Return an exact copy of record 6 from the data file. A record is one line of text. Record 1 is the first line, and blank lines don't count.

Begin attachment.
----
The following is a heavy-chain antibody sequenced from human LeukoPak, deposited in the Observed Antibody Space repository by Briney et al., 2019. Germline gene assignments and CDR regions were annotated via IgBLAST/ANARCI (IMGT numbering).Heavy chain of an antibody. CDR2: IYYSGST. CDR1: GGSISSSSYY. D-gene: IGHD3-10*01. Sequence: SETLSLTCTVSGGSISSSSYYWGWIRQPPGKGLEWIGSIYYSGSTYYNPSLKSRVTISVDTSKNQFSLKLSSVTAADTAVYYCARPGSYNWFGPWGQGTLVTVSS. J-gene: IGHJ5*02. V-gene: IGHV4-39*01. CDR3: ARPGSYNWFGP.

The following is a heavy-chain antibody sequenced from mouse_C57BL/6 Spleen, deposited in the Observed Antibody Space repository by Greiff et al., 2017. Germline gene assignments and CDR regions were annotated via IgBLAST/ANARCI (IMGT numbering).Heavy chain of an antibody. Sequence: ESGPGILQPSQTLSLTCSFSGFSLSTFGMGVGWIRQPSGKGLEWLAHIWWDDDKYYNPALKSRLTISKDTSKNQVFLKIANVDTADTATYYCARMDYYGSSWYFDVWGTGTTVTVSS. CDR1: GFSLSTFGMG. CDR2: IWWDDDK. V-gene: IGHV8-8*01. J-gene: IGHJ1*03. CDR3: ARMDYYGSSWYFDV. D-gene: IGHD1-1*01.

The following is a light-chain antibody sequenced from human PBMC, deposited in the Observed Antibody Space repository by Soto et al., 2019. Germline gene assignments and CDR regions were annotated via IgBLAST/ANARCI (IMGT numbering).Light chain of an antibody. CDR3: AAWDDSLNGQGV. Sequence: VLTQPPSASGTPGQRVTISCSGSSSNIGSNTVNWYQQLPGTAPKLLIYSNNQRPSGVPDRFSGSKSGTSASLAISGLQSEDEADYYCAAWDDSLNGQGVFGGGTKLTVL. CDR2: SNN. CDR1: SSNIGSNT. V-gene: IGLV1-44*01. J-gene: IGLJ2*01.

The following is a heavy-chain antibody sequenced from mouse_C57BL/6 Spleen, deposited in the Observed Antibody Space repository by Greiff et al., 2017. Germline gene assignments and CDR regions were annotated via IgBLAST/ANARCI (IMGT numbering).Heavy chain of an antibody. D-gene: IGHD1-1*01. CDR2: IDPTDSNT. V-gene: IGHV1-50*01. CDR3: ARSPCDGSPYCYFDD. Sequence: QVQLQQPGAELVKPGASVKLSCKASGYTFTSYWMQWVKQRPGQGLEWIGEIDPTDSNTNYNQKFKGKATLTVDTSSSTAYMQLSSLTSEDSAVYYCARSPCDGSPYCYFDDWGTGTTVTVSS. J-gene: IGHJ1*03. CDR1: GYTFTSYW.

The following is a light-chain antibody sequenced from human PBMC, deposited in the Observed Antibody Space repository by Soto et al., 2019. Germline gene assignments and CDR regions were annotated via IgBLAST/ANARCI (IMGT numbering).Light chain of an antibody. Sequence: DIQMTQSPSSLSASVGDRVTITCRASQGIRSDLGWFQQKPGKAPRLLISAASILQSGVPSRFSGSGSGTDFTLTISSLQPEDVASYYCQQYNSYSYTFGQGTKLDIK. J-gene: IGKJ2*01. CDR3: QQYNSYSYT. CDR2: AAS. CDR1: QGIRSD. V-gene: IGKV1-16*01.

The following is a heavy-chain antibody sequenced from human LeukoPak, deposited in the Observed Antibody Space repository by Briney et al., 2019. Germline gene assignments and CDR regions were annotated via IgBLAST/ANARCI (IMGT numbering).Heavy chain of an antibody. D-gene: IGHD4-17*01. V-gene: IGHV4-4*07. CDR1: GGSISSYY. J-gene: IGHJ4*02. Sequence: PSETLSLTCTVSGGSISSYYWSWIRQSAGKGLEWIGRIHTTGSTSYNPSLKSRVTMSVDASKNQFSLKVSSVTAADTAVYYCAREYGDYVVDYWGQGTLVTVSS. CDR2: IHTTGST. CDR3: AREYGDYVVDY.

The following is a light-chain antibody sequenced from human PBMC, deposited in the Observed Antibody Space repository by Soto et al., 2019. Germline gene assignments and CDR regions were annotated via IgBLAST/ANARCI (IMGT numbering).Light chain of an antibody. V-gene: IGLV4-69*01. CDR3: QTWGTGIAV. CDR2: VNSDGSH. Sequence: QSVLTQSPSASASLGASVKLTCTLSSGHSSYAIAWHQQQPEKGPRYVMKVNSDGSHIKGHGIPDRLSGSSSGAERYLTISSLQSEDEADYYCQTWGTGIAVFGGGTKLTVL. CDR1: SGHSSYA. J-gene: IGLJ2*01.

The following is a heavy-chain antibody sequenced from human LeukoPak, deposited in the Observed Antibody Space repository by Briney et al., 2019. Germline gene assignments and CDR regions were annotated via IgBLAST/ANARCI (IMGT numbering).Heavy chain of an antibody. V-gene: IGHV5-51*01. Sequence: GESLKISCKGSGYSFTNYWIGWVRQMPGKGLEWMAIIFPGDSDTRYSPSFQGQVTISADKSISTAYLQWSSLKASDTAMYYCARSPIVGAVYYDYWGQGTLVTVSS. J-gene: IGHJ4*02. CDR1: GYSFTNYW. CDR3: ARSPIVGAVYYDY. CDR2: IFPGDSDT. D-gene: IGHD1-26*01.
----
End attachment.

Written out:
The following is a heavy-chain antibody sequenced from human LeukoPak, deposited in the Observed Antibody Space repository by Briney et al., 2019. Germline gene assignments and CDR regions were annotated via IgBLAST/ANARCI (IMGT numbering).Heavy chain of an antibody. D-gene: IGHD4-17*01. V-gene: IGHV4-4*07. CDR1: GGSISSYY. J-gene: IGHJ4*02. Sequence: PSETLSLTCTVSGGSISSYYWSWIRQSAGKGLEWIGRIHTTGSTSYNPSLKSRVTMSVDASKNQFSLKVSSVTAADTAVYYCAREYGDYVVDYWGQGTLVTVSS. CDR2: IHTTGST. CDR3: AREYGDYVVDY.